The UN Office for the Coordination of Humanitarian Affairs (OCHA) has released a report titled 'World Humanitarian Data and Trends 2013,' which highlights major trends in humanitarian crises, discusses their underlying causes and drivers, and focuses on the actors that participate in crises prevention, response and recovery.
14 February 2014: The UN Office for the Coordination of Humanitarian Affairs (OCHA) has released a report, titled ‘World Humanitarian Data and Trends 2013,’ which highlights major trends in humanitarian crises, discusses their underlying causes and drivers, and focuses on the actors that participate in crises prevention, response and recovery.
Listing new challenges facing the humanitarian community, the 2013 report emphasizes that “climate change, population growth, rapid and unplanned urbanization, and food and water insecurity are leaving more and more people at risk of crisis.” The report explains that today’s major humanitarian crises are protracted or, when not protracted, recurrent due to climate, conflict and price shocks that affect the most vulnerable populations. Despite this, OCHA underlines that humanitarian assistance still overwhelmingly focuses on response, and development aid often fails to target the most vulnerable, with less than 5% of humanitarian funding and less than 1% of development funding spent on preparedness and prevention.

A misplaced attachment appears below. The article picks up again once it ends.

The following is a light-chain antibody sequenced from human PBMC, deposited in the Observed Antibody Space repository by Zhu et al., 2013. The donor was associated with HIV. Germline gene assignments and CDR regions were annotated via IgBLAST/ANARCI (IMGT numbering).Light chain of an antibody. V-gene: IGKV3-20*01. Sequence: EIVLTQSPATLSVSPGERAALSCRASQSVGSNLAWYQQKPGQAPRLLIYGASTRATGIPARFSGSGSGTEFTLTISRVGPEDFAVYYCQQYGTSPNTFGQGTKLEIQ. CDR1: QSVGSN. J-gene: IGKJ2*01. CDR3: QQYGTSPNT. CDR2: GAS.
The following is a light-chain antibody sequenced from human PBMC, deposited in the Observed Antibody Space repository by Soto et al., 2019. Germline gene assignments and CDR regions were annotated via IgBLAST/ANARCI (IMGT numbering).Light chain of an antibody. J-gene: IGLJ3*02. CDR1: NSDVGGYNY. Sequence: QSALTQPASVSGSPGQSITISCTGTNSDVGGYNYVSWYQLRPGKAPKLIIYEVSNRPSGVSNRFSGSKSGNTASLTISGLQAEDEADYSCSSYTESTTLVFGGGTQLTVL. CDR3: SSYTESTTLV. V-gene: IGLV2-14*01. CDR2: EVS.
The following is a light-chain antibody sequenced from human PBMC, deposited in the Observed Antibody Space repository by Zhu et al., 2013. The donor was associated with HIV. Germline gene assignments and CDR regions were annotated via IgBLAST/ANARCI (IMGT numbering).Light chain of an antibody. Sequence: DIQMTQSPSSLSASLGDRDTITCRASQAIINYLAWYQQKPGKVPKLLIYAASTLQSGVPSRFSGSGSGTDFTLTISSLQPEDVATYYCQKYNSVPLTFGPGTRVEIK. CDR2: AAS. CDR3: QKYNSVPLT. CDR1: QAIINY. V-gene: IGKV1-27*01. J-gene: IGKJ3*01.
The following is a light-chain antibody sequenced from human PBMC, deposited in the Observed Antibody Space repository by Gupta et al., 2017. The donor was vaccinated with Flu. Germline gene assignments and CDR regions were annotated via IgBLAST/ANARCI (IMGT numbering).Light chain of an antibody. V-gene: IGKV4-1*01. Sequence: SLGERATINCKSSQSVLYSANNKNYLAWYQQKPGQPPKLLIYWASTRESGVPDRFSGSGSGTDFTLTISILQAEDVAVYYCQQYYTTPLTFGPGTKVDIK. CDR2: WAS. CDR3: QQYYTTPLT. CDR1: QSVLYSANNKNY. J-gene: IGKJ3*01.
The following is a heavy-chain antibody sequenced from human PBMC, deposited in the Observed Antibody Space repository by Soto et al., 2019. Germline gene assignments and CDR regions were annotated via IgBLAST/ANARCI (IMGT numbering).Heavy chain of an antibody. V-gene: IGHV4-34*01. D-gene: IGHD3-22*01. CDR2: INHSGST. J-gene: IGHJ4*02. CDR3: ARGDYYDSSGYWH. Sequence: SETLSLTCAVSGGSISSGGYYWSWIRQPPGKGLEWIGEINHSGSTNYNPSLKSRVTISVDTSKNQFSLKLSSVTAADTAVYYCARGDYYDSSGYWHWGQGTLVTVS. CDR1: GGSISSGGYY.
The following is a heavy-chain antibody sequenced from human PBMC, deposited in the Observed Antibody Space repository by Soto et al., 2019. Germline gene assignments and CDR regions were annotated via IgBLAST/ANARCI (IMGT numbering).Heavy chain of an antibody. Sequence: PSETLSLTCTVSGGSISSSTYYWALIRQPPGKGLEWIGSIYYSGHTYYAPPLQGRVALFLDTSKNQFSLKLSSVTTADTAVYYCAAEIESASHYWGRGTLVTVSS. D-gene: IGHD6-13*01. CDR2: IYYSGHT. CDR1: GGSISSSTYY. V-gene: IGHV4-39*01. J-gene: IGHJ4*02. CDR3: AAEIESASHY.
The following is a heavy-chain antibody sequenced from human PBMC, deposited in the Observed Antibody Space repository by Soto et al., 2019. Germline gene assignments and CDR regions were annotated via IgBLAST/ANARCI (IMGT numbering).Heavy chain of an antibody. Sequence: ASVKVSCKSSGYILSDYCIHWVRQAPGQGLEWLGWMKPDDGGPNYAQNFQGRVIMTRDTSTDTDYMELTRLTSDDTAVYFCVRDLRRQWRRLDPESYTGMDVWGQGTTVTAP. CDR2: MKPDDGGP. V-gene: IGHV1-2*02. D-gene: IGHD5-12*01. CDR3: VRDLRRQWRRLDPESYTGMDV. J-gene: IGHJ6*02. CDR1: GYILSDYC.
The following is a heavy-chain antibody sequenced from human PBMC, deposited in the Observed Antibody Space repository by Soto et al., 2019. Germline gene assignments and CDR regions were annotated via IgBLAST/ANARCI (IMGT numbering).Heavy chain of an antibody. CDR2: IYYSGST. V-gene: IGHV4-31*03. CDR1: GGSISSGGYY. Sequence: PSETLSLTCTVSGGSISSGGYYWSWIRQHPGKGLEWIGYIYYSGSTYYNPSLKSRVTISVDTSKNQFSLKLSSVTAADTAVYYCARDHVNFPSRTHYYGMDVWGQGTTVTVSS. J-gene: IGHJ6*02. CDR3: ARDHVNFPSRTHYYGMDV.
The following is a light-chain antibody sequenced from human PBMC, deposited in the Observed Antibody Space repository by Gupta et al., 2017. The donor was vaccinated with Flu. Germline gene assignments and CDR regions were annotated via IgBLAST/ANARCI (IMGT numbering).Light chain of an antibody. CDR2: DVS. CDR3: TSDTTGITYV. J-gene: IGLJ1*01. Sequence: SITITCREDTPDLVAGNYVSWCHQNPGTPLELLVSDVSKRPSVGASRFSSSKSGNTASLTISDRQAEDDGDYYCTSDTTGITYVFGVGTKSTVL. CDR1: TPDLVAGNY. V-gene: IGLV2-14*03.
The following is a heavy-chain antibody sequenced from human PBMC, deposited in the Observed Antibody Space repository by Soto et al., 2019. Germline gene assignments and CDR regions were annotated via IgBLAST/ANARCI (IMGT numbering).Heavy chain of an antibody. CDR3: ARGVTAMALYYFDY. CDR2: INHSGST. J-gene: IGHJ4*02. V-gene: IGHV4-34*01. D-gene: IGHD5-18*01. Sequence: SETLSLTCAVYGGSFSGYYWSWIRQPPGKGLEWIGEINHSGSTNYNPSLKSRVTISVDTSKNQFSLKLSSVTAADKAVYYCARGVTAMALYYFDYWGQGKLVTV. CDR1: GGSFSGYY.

The report also: covers humanitarian needs and assistance in 2012, and humanitarian trends and analysis; and provides a comprehensive picture of global humanitarian needs and assistance. For example, in 2012, disasters affected 124.5 million people and killed 9,655, and economic losses were higher than average, with Hurricane Sandy being the year’s most expensive disaster.
The report emphasizes that development aid must contribute to managing crisis risk, given that increasing needs, the inability to resolve protracted crises, and the interplay of emerging factors such as climate change, are making it more difficult for governments and aid workers to effectively respond to humanitarian challenges.
World Humanitarian Data and Trends, an annual OCHA publication, presents global and country-level data and trends analysis of humanitarian crises and assistance, and provides data in support of policy and operational decisions. OCHA is the part of the UN Secretariat responsible for bringing together humanitarian actors to ensure a coherent response to emergencies. [UN Press Release] [OCHA Webpage on the World Humanitarian data and Trends 2013] [Publication: World Humanitarian Data and Trends 2013]